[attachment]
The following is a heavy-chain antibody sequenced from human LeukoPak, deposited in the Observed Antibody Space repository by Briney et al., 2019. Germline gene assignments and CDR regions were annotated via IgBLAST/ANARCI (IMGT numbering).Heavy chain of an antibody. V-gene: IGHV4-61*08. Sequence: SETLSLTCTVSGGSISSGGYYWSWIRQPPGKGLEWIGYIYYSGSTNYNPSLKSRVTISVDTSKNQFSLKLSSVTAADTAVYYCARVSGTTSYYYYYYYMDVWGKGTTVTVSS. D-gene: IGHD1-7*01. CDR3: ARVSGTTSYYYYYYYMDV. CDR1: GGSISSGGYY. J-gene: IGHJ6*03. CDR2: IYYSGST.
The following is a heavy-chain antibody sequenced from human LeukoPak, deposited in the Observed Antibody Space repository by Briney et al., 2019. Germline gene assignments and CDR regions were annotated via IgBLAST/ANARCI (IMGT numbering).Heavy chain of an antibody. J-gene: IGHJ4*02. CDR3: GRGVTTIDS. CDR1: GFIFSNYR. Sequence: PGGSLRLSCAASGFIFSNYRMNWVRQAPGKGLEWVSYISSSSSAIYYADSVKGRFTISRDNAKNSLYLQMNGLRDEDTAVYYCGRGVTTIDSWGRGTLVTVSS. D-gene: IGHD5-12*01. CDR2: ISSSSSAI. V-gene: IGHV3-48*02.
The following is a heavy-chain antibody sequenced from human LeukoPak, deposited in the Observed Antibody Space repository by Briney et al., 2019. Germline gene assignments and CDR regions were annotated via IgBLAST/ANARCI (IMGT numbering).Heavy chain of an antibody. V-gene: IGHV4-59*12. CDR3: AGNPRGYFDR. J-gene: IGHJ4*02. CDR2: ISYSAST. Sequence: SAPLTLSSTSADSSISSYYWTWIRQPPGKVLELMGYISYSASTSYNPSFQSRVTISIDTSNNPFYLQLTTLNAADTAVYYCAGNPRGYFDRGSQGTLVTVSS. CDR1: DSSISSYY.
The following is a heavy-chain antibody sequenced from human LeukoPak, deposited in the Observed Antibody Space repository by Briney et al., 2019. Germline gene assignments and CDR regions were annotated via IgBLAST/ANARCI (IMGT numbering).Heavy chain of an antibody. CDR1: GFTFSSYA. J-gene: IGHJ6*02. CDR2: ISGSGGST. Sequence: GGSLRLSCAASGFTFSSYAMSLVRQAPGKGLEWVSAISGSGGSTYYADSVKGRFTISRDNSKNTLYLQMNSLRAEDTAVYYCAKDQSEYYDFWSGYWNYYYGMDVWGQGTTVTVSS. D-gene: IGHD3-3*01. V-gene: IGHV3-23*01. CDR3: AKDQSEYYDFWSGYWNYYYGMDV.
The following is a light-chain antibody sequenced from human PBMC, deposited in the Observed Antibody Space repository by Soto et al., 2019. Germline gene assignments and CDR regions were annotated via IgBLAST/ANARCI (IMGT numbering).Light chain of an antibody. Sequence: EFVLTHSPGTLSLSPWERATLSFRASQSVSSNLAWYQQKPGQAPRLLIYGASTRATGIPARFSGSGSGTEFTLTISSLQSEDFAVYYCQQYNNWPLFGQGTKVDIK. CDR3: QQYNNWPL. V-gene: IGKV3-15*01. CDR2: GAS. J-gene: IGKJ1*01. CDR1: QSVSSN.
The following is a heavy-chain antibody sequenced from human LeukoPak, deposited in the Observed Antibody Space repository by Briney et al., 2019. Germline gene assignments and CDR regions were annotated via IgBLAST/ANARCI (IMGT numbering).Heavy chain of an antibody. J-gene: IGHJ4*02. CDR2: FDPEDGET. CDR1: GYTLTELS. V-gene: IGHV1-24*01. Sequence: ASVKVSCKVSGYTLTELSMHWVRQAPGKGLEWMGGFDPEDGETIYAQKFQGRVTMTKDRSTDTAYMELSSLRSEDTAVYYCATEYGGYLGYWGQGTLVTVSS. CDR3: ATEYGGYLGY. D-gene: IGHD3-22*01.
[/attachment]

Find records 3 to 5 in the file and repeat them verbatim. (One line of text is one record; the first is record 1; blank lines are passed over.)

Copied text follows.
The following is a heavy-chain antibody sequenced from human LeukoPak, deposited in the Observed Antibody Space repository by Briney et al., 2019. Germline gene assignments and CDR regions were annotated via IgBLAST/ANARCI (IMGT numbering).Heavy chain of an antibody. V-gene: IGHV4-59*12. CDR3: AGNPRGYFDR. J-gene: IGHJ4*02. CDR2: ISYSAST. Sequence: SAPLTLSSTSADSSISSYYWTWIRQPPGKVLELMGYISYSASTSYNPSFQSRVTISIDTSNNPFYLQLTTLNAADTAVYYCAGNPRGYFDRGSQGTLVTVSS. CDR1: DSSISSYY.
The following is a heavy-chain antibody sequenced from human LeukoPak, deposited in the Observed Antibody Space repository by Briney et al., 2019. Germline gene assignments and CDR regions were annotated via IgBLAST/ANARCI (IMGT numbering).Heavy chain of an antibody. CDR1: GFTFSSYA. J-gene: IGHJ6*02. CDR2: ISGSGGST. Sequence: GGSLRLSCAASGFTFSSYAMSLVRQAPGKGLEWVSAISGSGGSTYYADSVKGRFTISRDNSKNTLYLQMNSLRAEDTAVYYCAKDQSEYYDFWSGYWNYYYGMDVWGQGTTVTVSS. D-gene: IGHD3-3*01. V-gene: IGHV3-23*01. CDR3: AKDQSEYYDFWSGYWNYYYGMDV.
The following is a light-chain antibody sequenced from human PBMC, deposited in the Observed Antibody Space repository by Soto et al., 2019. Germline gene assignments and CDR regions were annotated via IgBLAST/ANARCI (IMGT numbering).Light chain of an antibody. Sequence: EFVLTHSPGTLSLSPWERATLSFRASQSVSSNLAWYQQKPGQAPRLLIYGASTRATGIPARFSGSGSGTEFTLTISSLQSEDFAVYYCQQYNNWPLFGQGTKVDIK. CDR3: QQYNNWPL. V-gene: IGKV3-15*01. CDR2: GAS. J-gene: IGKJ1*01. CDR1: QSVSSN.